Although it can't be classed as a runaway success, Honda's Accord Hybrid was a harbinger of things to come.
Sold in Canada from 2005 through 2007, it was the first V-6-propelled hybrid vehicle put into production by the Japanese company and, according to Honda, it signified "a significant shift in drivetrain technology."
In this case, that translated into better performance. With 255 horsepower on tap, the Accord Hybrid accelerated from 0 to 100 km/h in the seven-second range, which made it a smidgeon quicker than the regular V-6, not exactly a slouch in the pedal-to-the-metal department.
In fact, the Accord Hybrid seemed to be as much about performance as fuel economy and lower emissions. Utilizing a slightly modified standard-issue Accord V-6 engine and a beefed-up version of the same powertrain setup as the Civic Hybrid, it featured Honda's Integrated Motor Assist (IMA) system, which consisted of a thin electric motor sandwiched between the engine and transmission.
This arrangement supplied 10 per cent more supplemental horsepower than its Civic counterpart and 26 per cent more torque. And like the Civic and original Insight hybrids, the whole setup essentially acted as a boost when more power was required - during hard acceleration and hill-climbing, for example. Although more powerful, the Accord Hybrid's nickel metal-hydride battery pack was actually smaller than that of the Civic Hybrid.
Like most hybrids, the Accord "harvested" electrical power during braking and recharged itself when the vehicle decelerated.
The electric motor had different power intervals than that of the Civic and Insight, and used different magnets and filaments, but was essentially the same unit.
Interestingly, the Accord Hybrid also had a hybrid air conditioning system - two separate compressors provided the cooling power; one connected to a small electric motor, the other running off a conventional drive belt. The idea was to provide instant relief when the vehicle was parked outside on a hot summer's day, or cool air if you were sitting in traffic with the engine not running.
As far as fuel economy was concerned, the Accord Hybrid's IMA system shut the engine off at idle or any speed below 13 km/h, and automatically restarted it when the brake pedal was released.
It also featured Honda's then-new Vehicle Cylinder Management (VCM) system, which shut off the rear bank of cylinders when the vehicle reached cruising speed and during "mild" acceleration. This setup was, and is, virtually identical to the system found in the Odyssey minivan.
Over all, the Accord Hybrid delivered 8.3 litres/100 km in town and 6.1 on the highway, which was comparable to a non-hybrid Civic equipped with an automatic transmission, and a 28-per-cent improvement over the regular Accord V-6. It also gave the Accord Hybrid a range of more than 1,000 kilometres.
Visually, it looked about the same as its stable-mates. A badge on the rear deck, slightly different front-grille treatment and a small rear spoiler and roof antenna were all that distinguished it.
Behind the wheel, an LCD display below the speedometer kept the driver up to speed on the activities of the IMA system, and there was an average fuel economy meter and a set of bars to indicate the battery's level of charge. Otherwise, the interior was virtually identical to the regular Accord V-6, which seemed to be the general idea.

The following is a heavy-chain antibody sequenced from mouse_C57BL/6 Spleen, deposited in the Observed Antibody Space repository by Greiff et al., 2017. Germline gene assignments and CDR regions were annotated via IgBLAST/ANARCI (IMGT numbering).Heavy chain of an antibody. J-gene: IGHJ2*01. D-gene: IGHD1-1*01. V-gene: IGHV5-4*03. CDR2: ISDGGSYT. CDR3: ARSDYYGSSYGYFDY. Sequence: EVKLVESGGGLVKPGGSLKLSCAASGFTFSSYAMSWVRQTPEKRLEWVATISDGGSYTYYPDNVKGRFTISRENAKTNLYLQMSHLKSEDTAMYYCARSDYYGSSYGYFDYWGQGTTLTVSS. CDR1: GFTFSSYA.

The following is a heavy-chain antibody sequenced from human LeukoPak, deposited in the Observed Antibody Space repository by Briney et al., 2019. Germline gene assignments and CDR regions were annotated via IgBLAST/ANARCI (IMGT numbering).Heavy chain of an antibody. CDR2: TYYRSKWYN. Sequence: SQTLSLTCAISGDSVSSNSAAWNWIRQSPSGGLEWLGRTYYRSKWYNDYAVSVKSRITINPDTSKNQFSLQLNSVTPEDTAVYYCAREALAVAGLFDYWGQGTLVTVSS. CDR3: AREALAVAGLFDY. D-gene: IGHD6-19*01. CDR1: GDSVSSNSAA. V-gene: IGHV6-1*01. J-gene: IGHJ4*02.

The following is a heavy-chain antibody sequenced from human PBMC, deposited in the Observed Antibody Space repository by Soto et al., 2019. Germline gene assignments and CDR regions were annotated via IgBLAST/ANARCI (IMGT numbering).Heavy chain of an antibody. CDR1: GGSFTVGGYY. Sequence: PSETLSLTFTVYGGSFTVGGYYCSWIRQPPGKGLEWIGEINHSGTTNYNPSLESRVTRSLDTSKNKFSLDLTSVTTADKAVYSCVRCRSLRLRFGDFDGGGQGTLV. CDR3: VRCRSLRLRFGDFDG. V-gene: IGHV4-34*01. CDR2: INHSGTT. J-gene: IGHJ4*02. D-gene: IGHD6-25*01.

There's just one safety recall to report from Transport Canada. It involves a suspect fuel pump that could fail and result in the vehicle not starting or stalling suddenly. This flaw also applies to a range of other Honda products equipped with V-6 engines.
The U.S.-based National Highway Traffic Safety Administration (NHTSA) has this glitch on file, too, as well as 10 additional problems, most of which concern possibly faulty airbags or aftermarket headlights and exterior lighting.
Surprisingly, perhaps, NHTSA has but one technical service bulletin for the Accord Hybrid, and it has to do with the battery pack. In cases of extreme ambient temperature, according to NHTSA, the batteries can be affected. Again, this potential problem applies to all Honda hybrid models, including the original Insight, Civic Hybrid and Accord.
Over all, Consumer Reports likes the Accord Hybrid, with just one trouble spot concerning the electrical system and a couple of warnings for the fuel system. Otherwise, it's all good, with top or near-top marks in virtually all areas, and the used-car verdict from this organization is the best they can bestow.
Market research company J.D. Power, meanwhile, doesn't appear to distinguish between the regular V-6 and Hybrid models, but does give this vintage of Accord "better than most" ratings in all areas but one. Apparently, they're put off by the vehicle's styling. Otherwise, it receives top marks in dependability.
Depending upon the year, you can expect to pay anywhere from $17,000 to $26,000 for an Accord Hybrid, which is pretty decent, considering it cost just under $40,000 when new in 2005.
2005-2007 HONDA ACCORD HYBRID
Original Base Price: $36,990-$40,590; Black Book Value: $17,770-$26,525; Red Book Value: $16,925-$25,450
Engine: 3.0-litre V-6 with integral electric motor
Horsepower/Torque: 255 hp/232 lb-ft
Transmission: Five-speed automatic
Fuel Economy (litres/100 km): 8.3 city/6.1 highway; regular gas
Alternatives: Toyota Camry Hybrid, Toyota Prius, Nissan Altima Hybrid, Honda Civic Hybrid, Saturn Aura Green Line